Would you hit a colleague? Shout at someone who'd made a mistake? Jokingly call someone names? You may answer no, but think back over the last six months, is your conscience crystal clear? One in 10 employees think they have been bullied in the last six months. Someone out there is harassing staff at work and it could be happening at yours. Doing nothing is not an option. Nicola Walker is one of the UK's top trainers in diversity, communications and confidence. Her company Nicola Walker Catalyst runs training events internationally and she is committed to combating bullying in the workplace.

What is harassment?

Harassment can be thought of as any unwanted behaviour that a person finds intimidating, upsetting, embarrassing, humiliating or offensive.

The focus of all related legislation, the Sex Discrimination, Race Relations, Disability Discrimination and Protection from Harassment Acts, lies in the impact of the behaviour on the recipient.

Is the organisation's culture to blame?

Harassment can be inherent in the way an organisation does business. Rewarding 'tough' managers with promotion or performance bonuses is something often bemoaned by their abused staff.

Most employees can work with tough deadlines now and again, but their perception of how they are set, how much control they have over their work and the kind of rewards that are in place, can make the difference between feeling harassed and willingly making an effort.

In a UNISON survey, 90 per cent of people said that the fact that bullies can get away with it was a major factor in the prevalence of bullying behaviour, and people were scared to report it.

What effect does harassment have?

The laws on harassment focus on how a person feels about the behaviour that took place and the effects can be many.

Symptoms include anger, anxiety, depression, withdrawal and problems concentrating. Targets often report a lack of confidence and complain of stomach upsets or seemingly minor illnesses.

However, there may actually be a lower rate of absenteeism because they are afraid of giving their persecutor more ammunition with which to harass them.

They can become anxious about being seen as 'not up to the job' and having their standing undermined.

Research in 1998 found a quarter of those subjected to bullying at work left their employment, as did one in five of those who had witnessed it. Some stay on to fight for an apology or even vengeance, but many put up and shut up often destroying their personal lives in the process.

Who are the harassers?

It's hard to generalise about the types of people who bully or harass at work.

It's reported that about three-quarters are managers, some of whom feel threatened by their subordinate's knowledge, creativity etc, whilst some do it because they can or because they are inflexible, opinionated or stressed themselves.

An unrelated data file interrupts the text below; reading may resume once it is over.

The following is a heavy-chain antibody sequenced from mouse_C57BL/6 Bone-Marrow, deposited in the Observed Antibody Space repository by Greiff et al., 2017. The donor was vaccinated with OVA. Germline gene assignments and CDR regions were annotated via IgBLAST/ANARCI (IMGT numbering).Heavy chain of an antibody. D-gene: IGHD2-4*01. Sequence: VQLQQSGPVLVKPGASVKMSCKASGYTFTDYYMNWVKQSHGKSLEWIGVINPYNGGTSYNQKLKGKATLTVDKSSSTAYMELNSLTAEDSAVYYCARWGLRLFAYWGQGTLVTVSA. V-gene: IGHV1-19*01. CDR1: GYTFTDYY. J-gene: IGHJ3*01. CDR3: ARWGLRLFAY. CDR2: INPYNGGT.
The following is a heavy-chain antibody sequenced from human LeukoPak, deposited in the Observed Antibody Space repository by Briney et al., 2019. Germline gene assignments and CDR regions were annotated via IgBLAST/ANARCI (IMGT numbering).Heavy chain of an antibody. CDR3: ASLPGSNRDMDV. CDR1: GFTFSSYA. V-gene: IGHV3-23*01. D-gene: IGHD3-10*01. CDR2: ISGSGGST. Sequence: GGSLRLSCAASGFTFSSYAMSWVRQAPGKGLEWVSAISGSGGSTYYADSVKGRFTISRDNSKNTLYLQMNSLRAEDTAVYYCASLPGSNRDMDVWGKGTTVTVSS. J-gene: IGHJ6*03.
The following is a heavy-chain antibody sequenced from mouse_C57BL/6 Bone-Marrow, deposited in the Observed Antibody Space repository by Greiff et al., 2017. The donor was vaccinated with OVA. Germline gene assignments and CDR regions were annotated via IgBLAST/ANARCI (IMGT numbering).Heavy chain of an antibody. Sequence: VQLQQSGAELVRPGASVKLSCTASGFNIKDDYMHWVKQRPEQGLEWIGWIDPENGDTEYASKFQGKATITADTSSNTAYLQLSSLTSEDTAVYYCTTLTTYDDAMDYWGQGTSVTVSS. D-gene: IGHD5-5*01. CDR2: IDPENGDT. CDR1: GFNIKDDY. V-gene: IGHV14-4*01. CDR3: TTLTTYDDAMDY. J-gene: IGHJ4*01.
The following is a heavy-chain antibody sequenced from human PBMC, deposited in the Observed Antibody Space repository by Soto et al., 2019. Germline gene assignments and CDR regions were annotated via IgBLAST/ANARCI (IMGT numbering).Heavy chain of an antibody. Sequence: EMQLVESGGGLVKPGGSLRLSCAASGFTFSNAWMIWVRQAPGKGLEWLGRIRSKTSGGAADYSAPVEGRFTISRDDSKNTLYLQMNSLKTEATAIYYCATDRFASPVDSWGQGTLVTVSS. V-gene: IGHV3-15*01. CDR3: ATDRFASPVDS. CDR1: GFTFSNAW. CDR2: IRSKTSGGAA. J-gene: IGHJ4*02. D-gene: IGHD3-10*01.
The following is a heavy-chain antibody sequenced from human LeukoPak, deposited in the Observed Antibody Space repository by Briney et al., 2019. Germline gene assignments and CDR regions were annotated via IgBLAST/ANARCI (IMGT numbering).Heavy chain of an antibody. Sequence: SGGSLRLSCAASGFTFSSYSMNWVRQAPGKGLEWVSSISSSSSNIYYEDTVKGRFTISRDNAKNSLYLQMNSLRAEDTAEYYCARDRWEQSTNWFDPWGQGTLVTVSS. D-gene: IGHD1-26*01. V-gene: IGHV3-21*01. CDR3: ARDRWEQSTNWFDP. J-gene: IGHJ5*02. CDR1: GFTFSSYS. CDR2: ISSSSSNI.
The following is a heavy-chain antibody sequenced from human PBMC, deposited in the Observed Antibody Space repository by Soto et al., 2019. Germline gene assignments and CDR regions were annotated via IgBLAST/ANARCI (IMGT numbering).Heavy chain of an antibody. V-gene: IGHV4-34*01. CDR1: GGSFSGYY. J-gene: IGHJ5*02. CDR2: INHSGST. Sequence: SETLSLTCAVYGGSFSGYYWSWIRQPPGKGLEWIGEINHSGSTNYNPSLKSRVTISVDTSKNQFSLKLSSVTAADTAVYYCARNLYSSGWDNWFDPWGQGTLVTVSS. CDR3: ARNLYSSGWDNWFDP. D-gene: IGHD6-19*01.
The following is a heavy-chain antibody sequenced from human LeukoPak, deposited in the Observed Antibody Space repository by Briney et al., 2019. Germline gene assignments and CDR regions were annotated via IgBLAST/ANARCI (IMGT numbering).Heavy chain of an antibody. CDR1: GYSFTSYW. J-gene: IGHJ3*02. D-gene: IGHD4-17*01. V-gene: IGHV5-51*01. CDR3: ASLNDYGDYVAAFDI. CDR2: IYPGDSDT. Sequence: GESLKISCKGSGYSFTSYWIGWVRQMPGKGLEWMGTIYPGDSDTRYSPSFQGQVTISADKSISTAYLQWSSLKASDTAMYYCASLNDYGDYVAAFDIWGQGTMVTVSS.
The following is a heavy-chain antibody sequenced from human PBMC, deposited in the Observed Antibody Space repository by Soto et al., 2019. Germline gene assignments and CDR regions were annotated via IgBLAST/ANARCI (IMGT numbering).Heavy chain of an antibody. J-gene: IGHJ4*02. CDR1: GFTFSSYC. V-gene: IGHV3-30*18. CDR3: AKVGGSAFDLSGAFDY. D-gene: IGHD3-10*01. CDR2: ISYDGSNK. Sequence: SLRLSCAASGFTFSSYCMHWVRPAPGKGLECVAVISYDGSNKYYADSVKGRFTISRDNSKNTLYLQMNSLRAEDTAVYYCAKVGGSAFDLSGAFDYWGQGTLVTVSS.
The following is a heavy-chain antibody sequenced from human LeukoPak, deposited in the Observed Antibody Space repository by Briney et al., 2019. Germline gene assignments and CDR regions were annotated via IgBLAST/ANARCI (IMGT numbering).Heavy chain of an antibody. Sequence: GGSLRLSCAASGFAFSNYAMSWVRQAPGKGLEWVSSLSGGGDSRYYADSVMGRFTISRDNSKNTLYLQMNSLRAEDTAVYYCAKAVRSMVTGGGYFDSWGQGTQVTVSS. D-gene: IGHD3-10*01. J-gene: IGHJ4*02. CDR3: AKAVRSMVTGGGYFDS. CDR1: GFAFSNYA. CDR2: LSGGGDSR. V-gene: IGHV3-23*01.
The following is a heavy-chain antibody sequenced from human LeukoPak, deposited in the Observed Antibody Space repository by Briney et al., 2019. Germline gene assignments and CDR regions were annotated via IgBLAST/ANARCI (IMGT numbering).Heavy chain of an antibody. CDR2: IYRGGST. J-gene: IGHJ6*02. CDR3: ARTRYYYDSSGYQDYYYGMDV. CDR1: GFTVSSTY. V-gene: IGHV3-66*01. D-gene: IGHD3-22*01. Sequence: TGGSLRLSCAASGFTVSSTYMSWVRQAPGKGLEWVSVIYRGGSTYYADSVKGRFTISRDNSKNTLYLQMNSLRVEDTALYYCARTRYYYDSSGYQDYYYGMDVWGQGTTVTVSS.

What are the signs?

Ignore the signs at your peril people leaving, grapevine gossip, drops in productivity, sickness, people asking to be moved, all hint at an underlying problem.

Find out what it is. Do exit interviews, back to work interviews, monitor performance and sickness, talk to people informally, but treat it seriously, take appropriate action and monitor.

What can you do about it?

Targets who stand up to their harassers straightaway, are likely to nip the problem in the bud.

Research has shown that telling the harasser their behaviour is unacceptable within two weeks of it first happening is most likely to stop it.

Leave it longer than that, and the target's self-confidence is quickly eroded and they may need help.

Managers and personnel people must deal with harassment promptly to avoid the permanent breakdown of working relationships.

Whatever the size of your company, you can reduce the incidence of unacceptable behaviour by having a widely broadcast statement, explicitly stating that harassment will not be tolerated, giving examples of bad behaviour and its consequences, and emphasising that everyone is responsible for their own acts.

It is crucial to have a process for dealing with it, which is explained to staff, and is enforced and monitored.

In my years as an investigator, I have seen so many cases that could have been avoided if action had been taken early, if targets or managers had had that difficult conversation to say 'what you just did was unacceptable'.

A lot of harassers don't intend to hurt people and would be mortified to think that they had; a quiet word and an apology might avoid escalation.

Some harassers do intend to hurt and undermine, and an early warning that their behaviour has been spotted and the consequences should they continue, is enough to stop them in their tracks.

What is important is that everyone, not just managers and personnel, takes action when behaviour is unacceptable.